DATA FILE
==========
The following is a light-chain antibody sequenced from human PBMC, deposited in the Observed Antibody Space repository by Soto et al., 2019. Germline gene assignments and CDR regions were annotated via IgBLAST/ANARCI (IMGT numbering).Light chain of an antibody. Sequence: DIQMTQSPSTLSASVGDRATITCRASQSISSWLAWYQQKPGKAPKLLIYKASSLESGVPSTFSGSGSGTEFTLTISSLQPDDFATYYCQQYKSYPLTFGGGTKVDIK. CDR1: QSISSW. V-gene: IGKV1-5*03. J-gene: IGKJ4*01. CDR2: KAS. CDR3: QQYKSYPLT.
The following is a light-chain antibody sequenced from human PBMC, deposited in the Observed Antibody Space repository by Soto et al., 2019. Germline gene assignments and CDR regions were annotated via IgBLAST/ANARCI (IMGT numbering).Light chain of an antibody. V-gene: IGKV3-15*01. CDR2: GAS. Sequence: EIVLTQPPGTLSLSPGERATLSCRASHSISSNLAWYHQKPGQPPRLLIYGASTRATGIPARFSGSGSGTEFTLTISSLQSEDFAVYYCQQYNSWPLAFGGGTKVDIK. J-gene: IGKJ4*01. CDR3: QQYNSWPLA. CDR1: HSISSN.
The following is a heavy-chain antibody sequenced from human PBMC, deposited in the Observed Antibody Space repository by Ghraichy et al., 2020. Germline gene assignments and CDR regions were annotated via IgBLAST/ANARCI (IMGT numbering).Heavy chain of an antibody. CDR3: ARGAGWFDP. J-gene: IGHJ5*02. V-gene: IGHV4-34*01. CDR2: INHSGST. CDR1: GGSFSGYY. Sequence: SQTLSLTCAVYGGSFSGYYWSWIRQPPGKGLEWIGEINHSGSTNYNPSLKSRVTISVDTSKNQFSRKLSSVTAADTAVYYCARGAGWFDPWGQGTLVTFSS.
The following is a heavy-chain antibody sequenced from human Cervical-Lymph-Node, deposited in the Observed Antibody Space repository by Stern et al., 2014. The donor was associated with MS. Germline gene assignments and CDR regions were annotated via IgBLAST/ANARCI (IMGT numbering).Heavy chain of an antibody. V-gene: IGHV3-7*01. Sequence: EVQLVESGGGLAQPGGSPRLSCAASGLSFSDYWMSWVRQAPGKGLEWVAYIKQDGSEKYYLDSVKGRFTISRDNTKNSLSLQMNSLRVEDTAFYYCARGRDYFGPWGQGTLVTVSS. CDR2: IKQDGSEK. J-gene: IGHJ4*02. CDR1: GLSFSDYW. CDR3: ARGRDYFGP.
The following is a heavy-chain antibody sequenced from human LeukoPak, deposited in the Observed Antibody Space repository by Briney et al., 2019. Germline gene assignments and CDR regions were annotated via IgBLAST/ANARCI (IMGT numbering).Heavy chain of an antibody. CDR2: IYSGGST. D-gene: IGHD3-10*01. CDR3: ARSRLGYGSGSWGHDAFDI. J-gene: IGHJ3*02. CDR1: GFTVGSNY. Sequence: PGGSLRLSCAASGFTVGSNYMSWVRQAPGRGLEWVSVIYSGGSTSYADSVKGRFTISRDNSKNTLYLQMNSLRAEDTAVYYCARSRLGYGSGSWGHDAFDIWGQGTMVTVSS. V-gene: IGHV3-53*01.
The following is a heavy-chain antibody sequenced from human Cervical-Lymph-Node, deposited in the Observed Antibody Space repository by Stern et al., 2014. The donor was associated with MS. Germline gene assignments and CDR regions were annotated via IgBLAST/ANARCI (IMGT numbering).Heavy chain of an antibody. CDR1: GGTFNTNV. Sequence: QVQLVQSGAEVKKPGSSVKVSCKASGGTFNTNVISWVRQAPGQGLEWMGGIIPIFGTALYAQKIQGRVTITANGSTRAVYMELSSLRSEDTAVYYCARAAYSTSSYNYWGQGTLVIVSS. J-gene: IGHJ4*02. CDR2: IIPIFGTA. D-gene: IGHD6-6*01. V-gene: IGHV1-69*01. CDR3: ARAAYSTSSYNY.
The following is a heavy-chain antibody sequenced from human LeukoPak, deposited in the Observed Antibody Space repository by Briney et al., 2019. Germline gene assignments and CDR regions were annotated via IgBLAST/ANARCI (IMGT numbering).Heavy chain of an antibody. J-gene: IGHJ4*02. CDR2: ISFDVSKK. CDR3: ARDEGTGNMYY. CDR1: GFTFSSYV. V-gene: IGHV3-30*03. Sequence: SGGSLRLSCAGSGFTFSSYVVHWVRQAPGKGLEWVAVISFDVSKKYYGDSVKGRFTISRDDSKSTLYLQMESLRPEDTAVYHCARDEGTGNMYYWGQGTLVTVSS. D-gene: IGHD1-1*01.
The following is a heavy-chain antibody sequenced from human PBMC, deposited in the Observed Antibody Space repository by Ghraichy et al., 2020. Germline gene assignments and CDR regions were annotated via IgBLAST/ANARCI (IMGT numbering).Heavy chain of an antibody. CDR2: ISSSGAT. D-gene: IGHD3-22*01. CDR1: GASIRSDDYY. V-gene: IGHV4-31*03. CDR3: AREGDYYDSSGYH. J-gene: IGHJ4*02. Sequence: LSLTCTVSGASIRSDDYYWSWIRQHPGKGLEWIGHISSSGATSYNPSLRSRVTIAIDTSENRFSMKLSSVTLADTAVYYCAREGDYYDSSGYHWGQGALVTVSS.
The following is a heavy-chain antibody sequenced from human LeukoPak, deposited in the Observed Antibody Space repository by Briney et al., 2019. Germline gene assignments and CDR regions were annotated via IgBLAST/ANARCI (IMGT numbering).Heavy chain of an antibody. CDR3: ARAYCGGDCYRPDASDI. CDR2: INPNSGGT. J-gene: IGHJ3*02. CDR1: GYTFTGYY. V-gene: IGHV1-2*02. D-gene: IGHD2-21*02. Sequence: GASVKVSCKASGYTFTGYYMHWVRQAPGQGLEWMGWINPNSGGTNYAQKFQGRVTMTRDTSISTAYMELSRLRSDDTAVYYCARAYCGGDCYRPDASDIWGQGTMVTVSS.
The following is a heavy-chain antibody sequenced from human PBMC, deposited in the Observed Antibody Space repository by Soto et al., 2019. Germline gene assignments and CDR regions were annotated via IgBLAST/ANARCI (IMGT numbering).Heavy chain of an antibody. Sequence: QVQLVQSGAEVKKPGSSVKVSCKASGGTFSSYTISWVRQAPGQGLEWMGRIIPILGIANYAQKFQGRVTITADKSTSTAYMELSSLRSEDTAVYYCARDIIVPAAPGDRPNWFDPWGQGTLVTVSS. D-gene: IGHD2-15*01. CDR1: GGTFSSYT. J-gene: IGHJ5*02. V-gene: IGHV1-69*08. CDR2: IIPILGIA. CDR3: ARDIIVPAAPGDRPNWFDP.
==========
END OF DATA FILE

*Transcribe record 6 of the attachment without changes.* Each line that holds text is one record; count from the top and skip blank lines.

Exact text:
The following is a heavy-chain antibody sequenced from human Cervical-Lymph-Node, deposited in the Observed Antibody Space repository by Stern et al., 2014. The donor was associated with MS. Germline gene assignments and CDR regions were annotated via IgBLAST/ANARCI (IMGT numbering).Heavy chain of an antibody. CDR1: GGTFNTNV. Sequence: QVQLVQSGAEVKKPGSSVKVSCKASGGTFNTNVISWVRQAPGQGLEWMGGIIPIFGTALYAQKIQGRVTITANGSTRAVYMELSSLRSEDTAVYYCARAAYSTSSYNYWGQGTLVIVSS. J-gene: IGHJ4*02. CDR2: IIPIFGTA. D-gene: IGHD6-6*01. V-gene: IGHV1-69*01. CDR3: ARAAYSTSSYNY.